June 4, 2012
While checking out the White House photo stream on Flickr recently I noticed some confusing inconsistencies in the licensing terms that illustrate (TK – FIX: competing institutional logics at work in copyright, remix, public relations within the state, and the public nature of government resources).
If you look at any photo uploaded by the White House account (such as the one of the President, above) , you can see that Flickr has enabled a special “United States Government Work” license. When you click through to read the license terms on USA.gov, here’s the text that shows up (emphasis added):
A United States government work is prepared by an officer or employee of the United States government as part of that person’s official duties. It is not subject to copyright in the United States and there are no copyright restrictions on reproduction, derivative works, distribution, performance, or display of the work. Anyone may, without restriction under U.S. copyright laws: reproduce the work in print or digital form; create derivative works; perform the work publicly; display the work; distribute copies or digitally transfer the work to the public by sale or other transfer of ownership, or by rental, lease, or lending.
Now, that’s all well and good, except that directly underneath every Flickr photo, the staffers who maintain the White House account have also include the following disclaimer (again, the emphasis is mine):
This official White House photograph is being made available only for publication by news organizations and/or for personal use printing by the subject(s) of the photograph. The photograph may not be manipulated in any way and may not be used in commercial or political materials, advertisements, emails, products, promotions that in any way suggests approval or endorsement of the President, the First Family, or the White House.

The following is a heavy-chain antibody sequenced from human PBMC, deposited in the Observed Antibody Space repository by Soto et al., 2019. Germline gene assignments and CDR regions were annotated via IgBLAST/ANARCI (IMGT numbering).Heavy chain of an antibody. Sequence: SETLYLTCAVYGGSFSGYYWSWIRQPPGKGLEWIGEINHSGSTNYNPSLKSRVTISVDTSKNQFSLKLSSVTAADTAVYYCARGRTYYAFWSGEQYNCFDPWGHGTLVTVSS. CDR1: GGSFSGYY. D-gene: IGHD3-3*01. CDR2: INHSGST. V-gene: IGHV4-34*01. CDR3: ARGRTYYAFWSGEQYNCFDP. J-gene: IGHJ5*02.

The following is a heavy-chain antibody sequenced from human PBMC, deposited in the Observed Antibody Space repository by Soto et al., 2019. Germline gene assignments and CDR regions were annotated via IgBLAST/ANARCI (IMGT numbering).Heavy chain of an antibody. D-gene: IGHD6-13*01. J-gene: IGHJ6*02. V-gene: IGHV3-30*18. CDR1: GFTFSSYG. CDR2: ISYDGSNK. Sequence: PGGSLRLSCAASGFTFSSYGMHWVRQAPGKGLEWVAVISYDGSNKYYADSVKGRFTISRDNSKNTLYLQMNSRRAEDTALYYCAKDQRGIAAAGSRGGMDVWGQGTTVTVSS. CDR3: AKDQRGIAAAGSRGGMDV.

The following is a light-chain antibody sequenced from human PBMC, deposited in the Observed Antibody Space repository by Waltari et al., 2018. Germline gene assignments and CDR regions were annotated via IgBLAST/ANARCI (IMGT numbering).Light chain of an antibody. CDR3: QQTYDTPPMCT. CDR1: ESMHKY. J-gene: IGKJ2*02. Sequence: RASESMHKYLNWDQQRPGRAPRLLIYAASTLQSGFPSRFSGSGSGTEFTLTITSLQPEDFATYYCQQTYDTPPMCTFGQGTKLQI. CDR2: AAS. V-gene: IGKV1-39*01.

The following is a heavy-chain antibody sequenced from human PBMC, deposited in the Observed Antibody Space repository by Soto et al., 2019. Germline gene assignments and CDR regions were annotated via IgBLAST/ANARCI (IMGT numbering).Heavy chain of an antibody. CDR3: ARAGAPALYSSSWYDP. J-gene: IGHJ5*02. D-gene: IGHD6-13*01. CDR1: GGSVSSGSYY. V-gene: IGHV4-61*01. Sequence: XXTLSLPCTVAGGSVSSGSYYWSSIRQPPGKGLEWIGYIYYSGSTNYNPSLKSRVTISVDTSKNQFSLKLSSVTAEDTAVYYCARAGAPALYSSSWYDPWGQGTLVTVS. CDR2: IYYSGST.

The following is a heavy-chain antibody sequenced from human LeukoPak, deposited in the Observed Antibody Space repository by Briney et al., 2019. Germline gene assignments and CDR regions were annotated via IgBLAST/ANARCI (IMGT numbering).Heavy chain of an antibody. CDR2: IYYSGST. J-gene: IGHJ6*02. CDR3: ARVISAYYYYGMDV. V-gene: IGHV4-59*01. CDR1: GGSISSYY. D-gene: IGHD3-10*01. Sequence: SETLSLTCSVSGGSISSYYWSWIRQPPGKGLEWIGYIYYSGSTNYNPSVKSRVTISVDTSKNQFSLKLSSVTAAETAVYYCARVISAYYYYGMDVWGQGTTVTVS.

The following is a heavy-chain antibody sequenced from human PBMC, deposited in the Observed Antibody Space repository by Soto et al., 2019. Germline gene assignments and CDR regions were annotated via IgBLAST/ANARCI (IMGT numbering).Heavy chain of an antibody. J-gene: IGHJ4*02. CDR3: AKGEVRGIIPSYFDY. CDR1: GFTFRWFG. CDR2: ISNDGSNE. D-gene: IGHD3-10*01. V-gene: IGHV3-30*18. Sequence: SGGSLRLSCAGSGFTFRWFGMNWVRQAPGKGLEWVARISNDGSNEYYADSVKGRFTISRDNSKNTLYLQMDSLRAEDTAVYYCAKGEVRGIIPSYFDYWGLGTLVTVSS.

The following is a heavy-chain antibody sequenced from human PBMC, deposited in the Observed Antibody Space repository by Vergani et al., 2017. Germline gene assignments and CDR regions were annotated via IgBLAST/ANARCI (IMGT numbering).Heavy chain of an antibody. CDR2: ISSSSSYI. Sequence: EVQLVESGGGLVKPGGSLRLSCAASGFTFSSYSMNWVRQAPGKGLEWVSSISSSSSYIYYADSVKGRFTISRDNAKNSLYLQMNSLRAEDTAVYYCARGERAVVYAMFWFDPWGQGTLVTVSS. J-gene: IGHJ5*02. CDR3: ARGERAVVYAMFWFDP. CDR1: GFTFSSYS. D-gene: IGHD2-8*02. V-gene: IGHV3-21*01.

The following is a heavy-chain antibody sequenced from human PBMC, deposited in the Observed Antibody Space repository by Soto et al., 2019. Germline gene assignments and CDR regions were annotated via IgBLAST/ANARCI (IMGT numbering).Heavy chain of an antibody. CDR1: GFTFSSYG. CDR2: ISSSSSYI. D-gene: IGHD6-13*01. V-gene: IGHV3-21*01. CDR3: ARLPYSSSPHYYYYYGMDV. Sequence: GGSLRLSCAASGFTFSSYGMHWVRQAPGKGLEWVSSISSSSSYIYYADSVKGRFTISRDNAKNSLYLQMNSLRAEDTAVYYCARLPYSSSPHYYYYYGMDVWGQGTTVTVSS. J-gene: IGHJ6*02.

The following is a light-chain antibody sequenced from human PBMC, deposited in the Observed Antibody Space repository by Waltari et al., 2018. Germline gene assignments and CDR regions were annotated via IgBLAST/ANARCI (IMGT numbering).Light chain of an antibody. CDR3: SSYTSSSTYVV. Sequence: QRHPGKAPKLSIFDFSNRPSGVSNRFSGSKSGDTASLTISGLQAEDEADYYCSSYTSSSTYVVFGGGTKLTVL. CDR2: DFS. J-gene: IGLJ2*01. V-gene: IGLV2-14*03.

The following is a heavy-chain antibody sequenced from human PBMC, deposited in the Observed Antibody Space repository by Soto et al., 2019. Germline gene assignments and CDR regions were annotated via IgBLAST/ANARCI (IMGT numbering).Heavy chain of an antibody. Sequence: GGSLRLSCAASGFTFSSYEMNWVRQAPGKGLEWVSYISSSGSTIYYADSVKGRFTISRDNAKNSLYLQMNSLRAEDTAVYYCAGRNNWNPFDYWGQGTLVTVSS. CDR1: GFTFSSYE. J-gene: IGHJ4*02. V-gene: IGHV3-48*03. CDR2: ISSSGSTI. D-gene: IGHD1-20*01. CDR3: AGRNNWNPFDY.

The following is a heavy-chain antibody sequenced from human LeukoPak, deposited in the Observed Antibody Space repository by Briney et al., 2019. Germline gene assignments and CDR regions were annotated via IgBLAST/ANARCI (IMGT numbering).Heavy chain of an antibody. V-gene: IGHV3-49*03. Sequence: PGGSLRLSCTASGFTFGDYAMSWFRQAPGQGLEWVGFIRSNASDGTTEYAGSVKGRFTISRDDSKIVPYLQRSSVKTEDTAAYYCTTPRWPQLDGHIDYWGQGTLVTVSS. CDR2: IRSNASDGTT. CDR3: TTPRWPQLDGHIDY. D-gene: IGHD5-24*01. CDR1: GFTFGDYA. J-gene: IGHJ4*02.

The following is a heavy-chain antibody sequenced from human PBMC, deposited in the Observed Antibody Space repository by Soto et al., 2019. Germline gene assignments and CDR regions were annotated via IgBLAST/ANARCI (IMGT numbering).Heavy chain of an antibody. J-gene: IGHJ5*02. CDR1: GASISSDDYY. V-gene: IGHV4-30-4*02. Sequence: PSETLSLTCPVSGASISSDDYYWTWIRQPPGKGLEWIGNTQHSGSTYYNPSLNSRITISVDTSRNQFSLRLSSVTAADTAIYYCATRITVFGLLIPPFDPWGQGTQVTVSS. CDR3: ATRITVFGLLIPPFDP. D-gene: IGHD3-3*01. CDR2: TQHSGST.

At first I thought I must have misread one of the two texts. How could the innocuous looking disclaimer pasted beneath every uploaded photo contradict the licensing terms so directly? The seemingly ad-hoc notice on the Flickr page expressly prohibits any “manipulation” of the images, whereas the government works license text on USA.gov makes equally clear allowances for the creation of derivative works.
I may not be a lawyer, but it didn’t seem that such a glaring contradiction made sense – even within the twisted logic of U.S. Intellectual Property law.
A little bit of asking around on Berkman Center email lists led to two suggested interpretations (which I will probably mangle since I do not fully understand the legal nuances involved). The first was that the disclaimer text was attempting to assert a contractual claim to which I, or anyone who viewed or downloaded a photo from the White House Flickr stream, implicitly consented, independent of the particular copyright terms attached to government works.